In July, Interior Secretary Dirk Kempthorne jump-started the development of a new oil and natural gas leasing program and pushed up possible new coastal activity by two years.
The Interior Department is reviewing comments about which coastal areas to include in the next five-year leasing plan. Oil companies want all of the nation's coastal areas open and say they can produce oil offshore in a way that protects the environment. Gov. Arnold Schwarzenegger, who opposes new offshore development, has offered comments, as have environmental groups.
The incoming Obama's administration and Congress will have the final say over which regions, if any, would be put up for possible lease sales.
In Congress earlier this year, Ken Salazar, Obama's nominee for interior secretary, supported a bipartisan bill allowing exploration and production 50 miles out from the southern Atlantic coast with state approval. The bill died.
"We've been encouraged that the president-elect has chosen Sen. Salazar," said Dan Naatz, vice president for federal resources with the Independent Petroleum Association of America, a group with 5,000 members that drill 90 percent of the oil and natural gas wells in the United States. "He's from the West, and he understands federal land policy, which is really key."
During this year's presidential campaign, Obama was bombarded by questions about high gas prices and said new domestic drilling wouldn't do much to lower gasoline prices but could have a place in a comprehensive energy program, writes Jane Kay in San Francisco Chronicle.
After introducing his green team of environment and energy chiefs recently, Obama said the foundation of the nation's energy independence lies in the "power of wind and solar, in new crops and new technologies, in the innovation of our scientists and entrepreneurs and the dedication and skill of our workforce."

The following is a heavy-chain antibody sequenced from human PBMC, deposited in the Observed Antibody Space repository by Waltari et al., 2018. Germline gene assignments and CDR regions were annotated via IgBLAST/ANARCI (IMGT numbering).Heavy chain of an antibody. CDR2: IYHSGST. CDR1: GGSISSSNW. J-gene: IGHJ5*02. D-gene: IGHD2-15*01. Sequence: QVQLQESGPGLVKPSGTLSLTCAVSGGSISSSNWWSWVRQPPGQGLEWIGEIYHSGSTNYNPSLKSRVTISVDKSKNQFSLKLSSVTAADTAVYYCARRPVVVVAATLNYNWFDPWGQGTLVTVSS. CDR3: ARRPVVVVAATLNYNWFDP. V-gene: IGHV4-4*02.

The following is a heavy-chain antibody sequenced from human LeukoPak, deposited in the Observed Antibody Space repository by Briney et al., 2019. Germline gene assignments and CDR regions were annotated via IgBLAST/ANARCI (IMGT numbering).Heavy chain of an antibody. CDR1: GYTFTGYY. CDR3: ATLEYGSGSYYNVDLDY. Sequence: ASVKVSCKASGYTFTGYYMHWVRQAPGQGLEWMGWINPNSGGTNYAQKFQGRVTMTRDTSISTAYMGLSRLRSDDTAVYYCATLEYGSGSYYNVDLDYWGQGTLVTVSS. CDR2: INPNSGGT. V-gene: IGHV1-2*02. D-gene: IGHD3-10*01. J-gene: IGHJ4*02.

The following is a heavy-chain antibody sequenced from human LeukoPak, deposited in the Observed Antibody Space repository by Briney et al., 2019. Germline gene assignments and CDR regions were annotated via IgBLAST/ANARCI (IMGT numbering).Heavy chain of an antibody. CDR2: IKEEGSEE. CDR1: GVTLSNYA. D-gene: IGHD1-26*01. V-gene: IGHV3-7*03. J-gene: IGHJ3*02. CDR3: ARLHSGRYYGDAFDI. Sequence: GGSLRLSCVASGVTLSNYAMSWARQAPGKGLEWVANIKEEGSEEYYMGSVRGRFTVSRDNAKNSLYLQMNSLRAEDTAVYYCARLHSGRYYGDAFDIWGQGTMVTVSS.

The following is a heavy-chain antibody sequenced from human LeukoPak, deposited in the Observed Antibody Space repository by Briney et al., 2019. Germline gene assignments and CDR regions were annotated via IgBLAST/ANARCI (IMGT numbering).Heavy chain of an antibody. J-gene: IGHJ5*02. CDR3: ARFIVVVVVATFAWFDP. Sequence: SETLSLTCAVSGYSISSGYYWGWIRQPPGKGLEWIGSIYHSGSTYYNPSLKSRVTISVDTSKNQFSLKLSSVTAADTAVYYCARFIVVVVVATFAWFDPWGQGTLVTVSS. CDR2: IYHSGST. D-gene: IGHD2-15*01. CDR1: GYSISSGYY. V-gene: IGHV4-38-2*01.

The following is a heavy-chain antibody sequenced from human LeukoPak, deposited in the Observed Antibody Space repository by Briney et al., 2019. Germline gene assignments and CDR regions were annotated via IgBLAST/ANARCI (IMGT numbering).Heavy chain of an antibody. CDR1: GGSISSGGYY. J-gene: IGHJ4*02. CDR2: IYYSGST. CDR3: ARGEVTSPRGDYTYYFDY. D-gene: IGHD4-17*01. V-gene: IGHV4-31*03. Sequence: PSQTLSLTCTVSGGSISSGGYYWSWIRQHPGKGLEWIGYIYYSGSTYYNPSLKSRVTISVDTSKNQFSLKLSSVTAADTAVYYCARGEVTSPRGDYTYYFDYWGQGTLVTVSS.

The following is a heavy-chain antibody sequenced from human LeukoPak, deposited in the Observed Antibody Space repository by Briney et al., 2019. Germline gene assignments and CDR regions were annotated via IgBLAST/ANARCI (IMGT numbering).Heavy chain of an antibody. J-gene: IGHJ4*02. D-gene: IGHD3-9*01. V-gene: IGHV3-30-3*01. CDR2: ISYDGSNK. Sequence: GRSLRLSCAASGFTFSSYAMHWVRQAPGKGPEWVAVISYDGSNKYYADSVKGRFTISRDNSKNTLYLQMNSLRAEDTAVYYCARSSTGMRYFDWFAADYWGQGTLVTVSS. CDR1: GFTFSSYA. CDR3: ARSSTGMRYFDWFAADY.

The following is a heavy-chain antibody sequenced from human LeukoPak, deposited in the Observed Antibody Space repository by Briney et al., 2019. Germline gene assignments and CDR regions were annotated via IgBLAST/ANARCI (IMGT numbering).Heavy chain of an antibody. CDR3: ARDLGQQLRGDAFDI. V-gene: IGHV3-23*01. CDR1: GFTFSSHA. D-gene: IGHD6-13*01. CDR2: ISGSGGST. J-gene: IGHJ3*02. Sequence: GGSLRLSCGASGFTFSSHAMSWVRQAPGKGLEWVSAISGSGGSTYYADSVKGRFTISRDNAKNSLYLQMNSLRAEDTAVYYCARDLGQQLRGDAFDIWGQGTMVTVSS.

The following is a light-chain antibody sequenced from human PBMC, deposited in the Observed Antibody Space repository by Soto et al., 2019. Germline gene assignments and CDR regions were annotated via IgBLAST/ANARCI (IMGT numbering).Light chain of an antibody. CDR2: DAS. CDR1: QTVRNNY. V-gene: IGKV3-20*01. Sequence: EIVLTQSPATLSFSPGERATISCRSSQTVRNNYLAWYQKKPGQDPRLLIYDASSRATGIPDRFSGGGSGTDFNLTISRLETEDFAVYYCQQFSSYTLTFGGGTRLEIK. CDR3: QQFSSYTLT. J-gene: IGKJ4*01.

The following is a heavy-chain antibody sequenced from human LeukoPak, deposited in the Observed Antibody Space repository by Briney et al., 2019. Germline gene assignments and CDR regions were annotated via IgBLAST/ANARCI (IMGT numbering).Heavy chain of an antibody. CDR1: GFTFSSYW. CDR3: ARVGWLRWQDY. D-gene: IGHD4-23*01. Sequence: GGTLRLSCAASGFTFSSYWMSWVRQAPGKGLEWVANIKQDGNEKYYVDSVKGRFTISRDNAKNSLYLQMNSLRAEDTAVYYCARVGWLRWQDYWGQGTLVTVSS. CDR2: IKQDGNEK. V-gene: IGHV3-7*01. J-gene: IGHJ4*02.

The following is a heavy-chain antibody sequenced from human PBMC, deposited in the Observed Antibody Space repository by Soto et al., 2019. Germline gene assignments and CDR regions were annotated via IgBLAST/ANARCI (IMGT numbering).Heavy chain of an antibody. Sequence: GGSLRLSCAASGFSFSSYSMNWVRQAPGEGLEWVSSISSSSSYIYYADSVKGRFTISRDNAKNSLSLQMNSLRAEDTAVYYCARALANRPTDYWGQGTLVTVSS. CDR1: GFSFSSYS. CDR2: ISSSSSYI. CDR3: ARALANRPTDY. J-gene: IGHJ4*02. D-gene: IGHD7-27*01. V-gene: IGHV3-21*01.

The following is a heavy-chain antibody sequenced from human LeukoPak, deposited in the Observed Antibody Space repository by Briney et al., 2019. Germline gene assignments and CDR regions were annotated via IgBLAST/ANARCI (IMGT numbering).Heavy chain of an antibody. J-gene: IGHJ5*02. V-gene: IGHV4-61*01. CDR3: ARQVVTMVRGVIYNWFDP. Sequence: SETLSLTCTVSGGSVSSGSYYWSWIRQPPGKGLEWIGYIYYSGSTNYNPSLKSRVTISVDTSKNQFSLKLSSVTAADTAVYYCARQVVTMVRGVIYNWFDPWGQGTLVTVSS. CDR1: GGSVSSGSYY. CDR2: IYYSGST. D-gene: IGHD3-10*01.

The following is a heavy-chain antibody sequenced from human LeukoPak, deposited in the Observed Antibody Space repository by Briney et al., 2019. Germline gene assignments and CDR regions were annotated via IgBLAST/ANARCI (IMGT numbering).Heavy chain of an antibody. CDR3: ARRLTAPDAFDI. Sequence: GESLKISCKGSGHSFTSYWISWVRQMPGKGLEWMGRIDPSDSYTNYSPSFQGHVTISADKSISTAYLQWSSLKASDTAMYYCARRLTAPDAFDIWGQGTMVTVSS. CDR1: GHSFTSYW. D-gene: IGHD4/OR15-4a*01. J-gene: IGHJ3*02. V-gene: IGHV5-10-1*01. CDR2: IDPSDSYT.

He spoke of moving "beyond our oil addiction," creating "a new, hybrid economy" and investing in "renewable energy that will give life to new businesses and industries."
Obama didn't mention oil drilling. When a reporter asked him if he would reinstate the moratorium, he said he wasn't happy that the moratorium was allowed to lapse in Congress without a broader thought to how the country was going to reduce dependence on fossil fuels.
He reiterated his campaign position that he was open to the idea of offshore drilling if it was part of a comprehensive package, adding that he would turn over the question to his team.
Rep. Lois Capps, D-Santa Barbara, a member of the House Natural Resources Committee, supportive of the Obama's stance, says she would like to see drilling occur only on land and in the Gulf of Mexico where infrastructure is in place.
Capps well remembers the Santa Barbara spill almost 40 years ago.
"I was living in Goleta. I just had two children, and my husband was a young professor at UC Santa Barbara. It was a devastating experience," she said. "The birds and other animals got trapped in the oil. So many people waded out in boots just inch by inch trying to rescue our wildlife. It ruined our tourism for many years.
"I think about it all the time, especially last week when we had had a spill at the same platform. It was a small spill, 1,000 gallons, but it was a wake-up call."